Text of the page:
One development in the civil society, still at an inchoate stage, could hold out much hope for the future. There seems to be a growing realisation that society is something like a seamless web in which what happens in one part impacts on the others. It means that what is done to the minorities today could be done to the majority tomorrow. In July ’83 the Sinhalese power elite and its henchmen sank into the reptilian and the bestial. The holocaust against the defenseless Tamils was organised meticulously in a cold-blooded way – hence my term "reptilian" – by and with the knowledge of the top racists of the Jay Gang. Thereafter the racist mobs were given the licence to sink into bestiality. The JVP, which was utterly racist at that time, enjoyed it all thoroughly. But towards the end of that same decade the JVP were ruthlessly butchering their fellow Sinhalese and were ruthlessly butchered in return. In several areas of Sri Lanka the youths were subjected to indiscriminate butchery on a horrifying scale. The paradise isle was drenched in blood and the greater part of it was transformed into a cemetery. An atrophy of the moral sensibility was shown by the Sinhalese power elite towards the Tamil minority in July ’83, and thereafter the Sinhalese majority itself paid a terrible price for that. Today the Muslim minority is being systematically denied the rule of law, and the Sinhalese majority is being denied it sporadically. Tomorrow–as the Bar Association of Sri Lanka seems to understand quite well–the Sinhalese majority will also be denied it systematically. It does seem that society is a seamless web.


    What specifically should the Sri Lankan Muslims do to safeguard their legitimate interests? I used to be against our Muslims internationalising their internal ethnic problem but today unlike in 1983, internationalisation is impossible to avoid. The Organisation of Islamic Countries comprising 57 member states – the largest international organization outside the UN – has made its statement on the recent anti-Muslim action, and the UN has spoken through the voice of Navy Pillay. The leader of the SLMC, Rauf Hakeem, has urged the Government to invite the UN Special Rapporteur on freedom of religion or belief, and the UN Special Rapporteur on minority issues to take action on the present situation in Sri Lanka. Every Muslim political Party and every Muslim politician should back Hakeem’s highly commendable move.


    Internally, the Muslims should focus on two areas, the ongoing national struggle to make the Government respect the rule of law, and secondly the issues that have been bedeviling Muslim-Sinhalese relations for decades. I believe that it is crucially important to make Muslim action in these two areas part of a national struggle to bring about a better Sri Lanka. The campaign to make the government respect the rule of law is already under way, and the Muslims should support that campaign in every way possible. As for the issues bedeviling Muslim-Sinhalese relations, individual Muslims such as myself can write articles on them – and that certainly is necessary – but their usefulness will be limited as individual Muslims may not be seen as having much of a representative capacity. What really is required is a group consisting mainly of Muslims and Sinhalese to put together papers on those issues in a readable form, aimed mainly at opinion-makers and decision-makers. That could be followed by translations into the vernaculars to reach a wider audience.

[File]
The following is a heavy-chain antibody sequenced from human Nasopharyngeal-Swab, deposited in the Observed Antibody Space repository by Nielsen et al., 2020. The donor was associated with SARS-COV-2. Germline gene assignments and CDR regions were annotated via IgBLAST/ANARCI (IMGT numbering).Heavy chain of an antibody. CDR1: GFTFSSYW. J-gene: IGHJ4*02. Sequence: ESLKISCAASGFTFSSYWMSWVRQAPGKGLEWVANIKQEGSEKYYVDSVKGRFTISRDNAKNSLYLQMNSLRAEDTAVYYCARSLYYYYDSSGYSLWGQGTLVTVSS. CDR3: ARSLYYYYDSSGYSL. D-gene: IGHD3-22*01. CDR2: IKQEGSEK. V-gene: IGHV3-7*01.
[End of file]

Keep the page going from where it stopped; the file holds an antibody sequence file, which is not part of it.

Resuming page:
The project that I have in mind will take some time to mature. In the meanwhile I propose writing some articles on some of those issues, focusing initially – if I can get sufficient data on them – on those that seem to be seen as posing an existential threat to the Sinhalese. One is the spread of Wahabism, or what might more appropriately be called "political Islam". The second is the supposed demographic threat according to which the Muslims are multiplying so fast that before long Sri Lanka will become a predominantly Muslim country. The third is the alleged economically privileged position of the Muslims. All three issues, I believe, are nonsensical, but I believe also that it will be irresponsible and stupid to dismiss them as unworthy of serious consideration because they are nonsensical. The point is that the nonsensical could have behind it irrational fears, but those irrational fears could be very real, and besides irrational fears could carry a high incendiary potential. The government will not address those irrational fears because they accord nicely with its own anti-Muslim project. It is up to the civil society to address them.   -     This e-mail address is being protected from spambots. You need JavaScript enabled to view it